Quote Originally Posted by SouthernBoy View Post
    You are incorrect with this statement with some of the more popular striker fired DAO pistols. In particular, Glocks, Smith and Wesson M&Ps, and Springfield Armory XDs. With the Glock, the striker is held in a partially cocked position when the slide is pulled and released. The trigger bar completes the cocking of the striker then releases it to fire a round. With the M&P and the XD, the striker is fully cocked when the slide is worked. All the trigger does is cause the sear to release the striker.

    The Kahr line of pistols work as you mentioned. Their strikers are only cocked when the trigger is pulled.
    With the XD and XDm pistols pulling the trigger (or more specifically, the safety located in the center of the trigger) also moves the locking block out of the way of the striker. Without this block being moved the striker can't go forward to strike the bullet. But outside of that, it is true that the working of the slide cocks the striker (I heard somewhere that it is 95% cocked and the trigger causes the other 5% but I'm not sure how true that is).

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    Regular Member Maverick9's Avatar
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    I would add that if you carry with a thumb safety you always carry the same platform and not switch between no external safety and an external safety.

    As an emergency SD tool, I'd also say that I don't want to be required to do anything between the 'deployment' and the 'bang', except me pulling the trigger.

    To Aknazer: I thought this too about the grip safety then I realized it adds complexity to the firearm and that means something else to break.
    Last edited by Maverick9; 10-16-2013 at 11:31 PM.

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    Regular Member independence's Avatar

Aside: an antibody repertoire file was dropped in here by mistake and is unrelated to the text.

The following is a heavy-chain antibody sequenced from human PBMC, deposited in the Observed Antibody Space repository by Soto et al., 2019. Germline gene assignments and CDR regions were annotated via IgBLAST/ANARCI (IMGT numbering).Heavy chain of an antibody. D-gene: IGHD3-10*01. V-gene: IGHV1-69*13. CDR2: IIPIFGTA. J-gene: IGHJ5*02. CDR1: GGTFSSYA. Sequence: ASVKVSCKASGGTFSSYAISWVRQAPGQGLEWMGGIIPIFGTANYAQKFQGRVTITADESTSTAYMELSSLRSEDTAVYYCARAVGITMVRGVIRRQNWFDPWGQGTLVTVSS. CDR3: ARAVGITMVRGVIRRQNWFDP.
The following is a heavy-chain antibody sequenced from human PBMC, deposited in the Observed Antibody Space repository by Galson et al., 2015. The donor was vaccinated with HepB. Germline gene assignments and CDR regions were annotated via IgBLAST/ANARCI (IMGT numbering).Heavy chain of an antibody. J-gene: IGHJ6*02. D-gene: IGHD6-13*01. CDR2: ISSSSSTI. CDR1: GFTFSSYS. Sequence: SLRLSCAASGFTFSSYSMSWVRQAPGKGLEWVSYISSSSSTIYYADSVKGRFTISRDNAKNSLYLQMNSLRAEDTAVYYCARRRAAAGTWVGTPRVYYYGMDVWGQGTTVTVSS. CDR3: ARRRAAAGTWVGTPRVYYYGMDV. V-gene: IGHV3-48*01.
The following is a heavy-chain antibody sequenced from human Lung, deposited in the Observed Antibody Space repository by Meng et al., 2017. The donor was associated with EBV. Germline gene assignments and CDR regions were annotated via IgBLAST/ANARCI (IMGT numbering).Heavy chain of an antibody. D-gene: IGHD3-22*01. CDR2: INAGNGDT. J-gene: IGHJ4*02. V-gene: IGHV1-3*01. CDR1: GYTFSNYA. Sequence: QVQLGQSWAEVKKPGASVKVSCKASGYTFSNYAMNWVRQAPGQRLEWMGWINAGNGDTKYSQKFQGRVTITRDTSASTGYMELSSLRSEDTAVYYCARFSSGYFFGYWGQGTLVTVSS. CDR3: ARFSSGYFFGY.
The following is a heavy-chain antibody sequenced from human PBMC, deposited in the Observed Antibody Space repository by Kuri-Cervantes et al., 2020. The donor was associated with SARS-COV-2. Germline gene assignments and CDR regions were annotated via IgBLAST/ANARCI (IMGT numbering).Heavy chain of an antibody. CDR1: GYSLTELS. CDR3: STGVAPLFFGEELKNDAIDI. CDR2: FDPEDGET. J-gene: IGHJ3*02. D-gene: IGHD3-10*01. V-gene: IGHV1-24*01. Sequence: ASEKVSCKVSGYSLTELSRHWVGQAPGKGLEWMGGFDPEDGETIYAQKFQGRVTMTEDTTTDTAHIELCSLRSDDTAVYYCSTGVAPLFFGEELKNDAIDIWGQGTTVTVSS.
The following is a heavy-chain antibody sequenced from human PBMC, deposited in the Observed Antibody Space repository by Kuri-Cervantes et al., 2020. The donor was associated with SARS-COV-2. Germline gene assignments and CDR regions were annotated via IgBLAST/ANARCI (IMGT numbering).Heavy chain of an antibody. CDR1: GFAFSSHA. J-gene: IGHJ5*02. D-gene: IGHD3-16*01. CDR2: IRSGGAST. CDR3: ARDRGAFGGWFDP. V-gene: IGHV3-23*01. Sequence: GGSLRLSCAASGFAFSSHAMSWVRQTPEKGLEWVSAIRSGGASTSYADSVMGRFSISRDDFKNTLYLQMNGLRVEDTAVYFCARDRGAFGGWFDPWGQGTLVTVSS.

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    Quote Originally Posted by REDFIVE48 View Post
    Question popped into my mind as I have carried a Glock for a long time and started to wonder. If Glock made no changes to their internal safety's but also added a manual external safety, would you use the manual safety?
    If no, leads me to the next question of current guns with external safety's, do you always use it or not? If so, is it because of lack of internal safety or is it because that is what is always taught to you?

    Just the random questions that pop into my mind, and maybe I'll learn about some other guns and their safety mechanisms (or lack there of).
    If a Glock had an additional external safety (besides the one in the trigger) it would not be a Glock. That's one of the reasons I own a Glock.

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    Quote Originally Posted by Maverick9 View Post
    I would add that if you carry with a thumb safety you always carry the same platform and not switch between no external safety and an external safety.

    As an emergency SD tool, I'd also say that I don't want to be required to do anything between the 'deployment' and the 'bang', except me pulling the trigger.

    To Aknazer: I thought this too about the grip safety then I realized it adds complexity to the firearm and that means something else to break.
    I thought about that as well, but given all of the various other models I see out there (primarily various 1911s) not having a problem with the back-grip and how I don't hear about guns having problems with their locking block safety I figured chances are exceedingly small of a problem. The back-grip is like a regular external safety and the trigger portion is like a standard locking-block safety, but only connected to a specific part of the trigger instead of being connected to both the trigger and external safety.

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    Regular Member SouthernBoy's Avatar
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    Quote Originally Posted by mobiushky View Post
    Admittedly it was an oversimplification. With the Glock at least, the striker is pulled slightly less than 1/4" back. As for the XD, I'm new to the line so I honestly haven't had the time to learn it. I took mine apart after reading this and you're correct. Apologies for being misleading on the operation.

    Although, to be fair, they aren't really DAO pistols really either in the strictest sense. Which is why they are called striker fired.
    Actually the Glock is a true DAO pistol and is deemed so by both Glock and the ATF. I once called Glock and spoke to a tech about this very thing to settle an argument with someone. Keep in mind what the term means.